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It's a spectacular venue.

That much is evident from anyone who's spent much time at the relativcely new Curtis Hixon Waterfront Park in downtown Tampa. From the center of the park, your 360-degree panorama includes the radiant, modern new Tampa Museum of Art, the colorful Glazer Children's Museum, the towering Skypoint condos and the downtown Tampa skyline. To the east are effervescent fountains; to the west, Hillsborough River, minarets of the University of Tampa, a playground and, of course, the sunset.

It's potentially a phenomenal concert venue. But to date, there's only been one major concert there -- Collective Soul in early 2010. There is, however, great local music there every week, at the Thursday night Rock the Park concert series and the Friday Extra Concert Series.

On Cinco de Mayo, tbt* commandeered Rock the Park for the first of two concerts featuring this year's Ultimate Local Artists: Marksmen, Alexander and the Grapes (above) and Dynasty featuring d'Visitors. Instead of one show, as we staged in 2009 and 2010, we're splitting it up into two shows. The next one comes in June.

The Rock the Park concert series has been growing for months, first moving from a small corner of the park to an amphitheatre-like setting at the foot of the TMA. Hundreds of fans, parkgoers, picnickers and passersby check out each show; it's been as many as 1,000. It's always a young, diverse crowd, with plenty of children.

THX Mgmt promoter Joe D'Acunto said Thursday's turnout was the best yet, with hundreds of fans arriving early and staying until well after the music ended. We'd like to take credit for it, but really, the strong local lineup sold itself. (Okay, we'll take some credit -- we did pick the bands, after all.)

We won't pretend to present this as an unbiased review of the music itself. Alexander and the Grapes turned in a lovely, wistful, lush set of warm alt-country tunes. Dynasty proved why she's one of Tampa's best MCs, kicking things off a cappella and then launching into a full-band set, her first with d'Visitors (who added a funky, reggae-ish vibe) and DJ Sandman. As the sun set, she performed favorites like Magnificent and Femcee that had the crowd standing and dancing.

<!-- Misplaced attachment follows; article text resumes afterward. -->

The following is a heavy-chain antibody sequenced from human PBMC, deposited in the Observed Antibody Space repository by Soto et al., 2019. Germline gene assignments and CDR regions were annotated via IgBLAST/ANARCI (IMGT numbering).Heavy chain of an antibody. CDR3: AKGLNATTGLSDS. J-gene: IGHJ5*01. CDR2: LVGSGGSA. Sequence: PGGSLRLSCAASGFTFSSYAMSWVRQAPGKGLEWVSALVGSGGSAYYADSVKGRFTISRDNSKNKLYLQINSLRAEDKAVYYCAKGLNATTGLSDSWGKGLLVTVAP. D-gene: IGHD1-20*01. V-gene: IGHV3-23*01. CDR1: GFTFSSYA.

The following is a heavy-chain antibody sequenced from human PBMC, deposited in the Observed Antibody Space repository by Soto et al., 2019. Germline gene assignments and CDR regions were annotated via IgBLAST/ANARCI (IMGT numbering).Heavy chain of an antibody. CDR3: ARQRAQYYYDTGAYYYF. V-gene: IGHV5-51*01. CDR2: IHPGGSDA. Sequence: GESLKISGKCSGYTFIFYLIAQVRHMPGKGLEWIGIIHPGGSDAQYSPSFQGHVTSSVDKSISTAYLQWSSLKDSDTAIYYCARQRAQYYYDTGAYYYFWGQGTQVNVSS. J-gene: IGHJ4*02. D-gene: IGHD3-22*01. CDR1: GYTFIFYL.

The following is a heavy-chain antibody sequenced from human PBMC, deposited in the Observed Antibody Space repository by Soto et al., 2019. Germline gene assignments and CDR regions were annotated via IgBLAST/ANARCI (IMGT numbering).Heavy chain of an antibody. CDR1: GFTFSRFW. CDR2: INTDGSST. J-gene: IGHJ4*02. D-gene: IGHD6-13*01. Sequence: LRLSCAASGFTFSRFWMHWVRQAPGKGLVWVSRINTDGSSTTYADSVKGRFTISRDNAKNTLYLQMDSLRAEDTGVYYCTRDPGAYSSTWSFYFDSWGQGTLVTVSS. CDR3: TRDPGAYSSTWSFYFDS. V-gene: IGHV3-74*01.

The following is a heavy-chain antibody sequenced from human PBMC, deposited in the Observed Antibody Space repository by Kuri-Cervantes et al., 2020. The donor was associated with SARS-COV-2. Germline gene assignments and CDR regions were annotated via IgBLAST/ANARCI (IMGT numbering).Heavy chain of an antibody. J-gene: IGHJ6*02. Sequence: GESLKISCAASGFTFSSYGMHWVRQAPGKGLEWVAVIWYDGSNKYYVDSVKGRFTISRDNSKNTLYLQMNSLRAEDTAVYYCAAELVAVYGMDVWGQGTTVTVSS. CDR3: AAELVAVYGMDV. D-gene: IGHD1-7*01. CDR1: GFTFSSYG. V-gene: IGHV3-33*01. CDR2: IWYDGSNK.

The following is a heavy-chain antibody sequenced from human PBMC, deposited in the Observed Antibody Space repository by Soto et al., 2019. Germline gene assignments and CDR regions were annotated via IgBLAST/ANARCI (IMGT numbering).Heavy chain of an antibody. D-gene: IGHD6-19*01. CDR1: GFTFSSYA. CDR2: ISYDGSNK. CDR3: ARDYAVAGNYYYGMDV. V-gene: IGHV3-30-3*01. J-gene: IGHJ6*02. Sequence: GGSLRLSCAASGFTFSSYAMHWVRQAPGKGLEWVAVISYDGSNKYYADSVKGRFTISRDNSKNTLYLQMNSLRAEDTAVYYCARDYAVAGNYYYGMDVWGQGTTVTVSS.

The night ended with Marksmen, the Southern alt-rock foursome that's emerged as one of Tampa Bay's most acclaimed and in-demand bands. With singer Matt Segallos stomping and howling all around and in front of the stage, fans trickled down to dance, bump and grind in front of the speakers. The band's energy rose and ebbed throughout the night, with drummer Reed Murray and guitarist Chris Brickman, both highly energetic, shouting and singing behind Segallos. No doubt they won a few new fans who would otherwise never find their way down to Crowbar or Orpheum to see them on a weekend. At least one gentleman picked up a copy of Marksmen's latest CD, Sister of Mine, at the merch booth, and promptly walked down to the stage to get it signed.

After the show, Marksmen bassist Glenn Espinoza praised the park -- it was a cool experience to play there, he said, because it's so much to take in at once. You never know when you're going to play a place like that again.

He's right. But you'll have another chance to see some of Tampa Bay's best artists there next month. Cope, 10th Concession, Friends of Giants and Jeremy Gloff will take the Rock the Park stage at 6:30 p.m. June 2.

Get out there for the music. Stay for the venue.

-- Jay Cridlin, tbt*